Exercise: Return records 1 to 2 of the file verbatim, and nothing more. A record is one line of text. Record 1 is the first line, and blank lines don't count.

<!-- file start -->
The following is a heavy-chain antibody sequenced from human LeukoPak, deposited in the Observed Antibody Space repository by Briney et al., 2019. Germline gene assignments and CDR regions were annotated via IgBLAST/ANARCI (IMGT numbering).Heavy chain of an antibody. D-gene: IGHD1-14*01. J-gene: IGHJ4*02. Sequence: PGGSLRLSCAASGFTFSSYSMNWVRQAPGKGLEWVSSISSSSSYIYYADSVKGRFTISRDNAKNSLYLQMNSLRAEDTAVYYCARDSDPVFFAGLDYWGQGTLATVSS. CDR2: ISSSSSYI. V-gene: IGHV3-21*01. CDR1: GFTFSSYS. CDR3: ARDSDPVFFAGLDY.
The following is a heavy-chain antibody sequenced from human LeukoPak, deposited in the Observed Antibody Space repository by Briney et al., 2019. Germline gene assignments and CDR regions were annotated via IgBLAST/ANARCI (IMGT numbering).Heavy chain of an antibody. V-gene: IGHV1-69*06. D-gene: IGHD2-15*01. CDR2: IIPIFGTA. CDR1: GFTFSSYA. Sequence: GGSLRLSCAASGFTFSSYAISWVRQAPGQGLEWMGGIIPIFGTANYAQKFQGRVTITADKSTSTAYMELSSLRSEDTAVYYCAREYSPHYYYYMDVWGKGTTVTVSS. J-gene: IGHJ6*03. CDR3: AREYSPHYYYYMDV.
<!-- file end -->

The following is a heavy-chain antibody sequenced from human LeukoPak, deposited in the Observed Antibody Space repository by Briney et al., 2019. Germline gene assignments and CDR regions were annotated via IgBLAST/ANARCI (IMGT numbering).Heavy chain of an antibody. D-gene: IGHD1-14*01. J-gene: IGHJ4*02. Sequence: PGGSLRLSCAASGFTFSSYSMNWVRQAPGKGLEWVSSISSSSSYIYYADSVKGRFTISRDNAKNSLYLQMNSLRAEDTAVYYCARDSDPVFFAGLDYWGQGTLATVSS. CDR2: ISSSSSYI. V-gene: IGHV3-21*01. CDR1: GFTFSSYS. CDR3: ARDSDPVFFAGLDY.
The following is a heavy-chain antibody sequenced from human LeukoPak, deposited in the Observed Antibody Space repository by Briney et al., 2019. Germline gene assignments and CDR regions were annotated via IgBLAST/ANARCI (IMGT numbering).Heavy chain of an antibody. V-gene: IGHV1-69*06. D-gene: IGHD2-15*01. CDR2: IIPIFGTA. CDR1: GFTFSSYA. Sequence: GGSLRLSCAASGFTFSSYAISWVRQAPGQGLEWMGGIIPIFGTANYAQKFQGRVTITADKSTSTAYMELSSLRSEDTAVYYCAREYSPHYYYYMDVWGKGTTVTVSS. J-gene: IGHJ6*03. CDR3: AREYSPHYYYYMDV.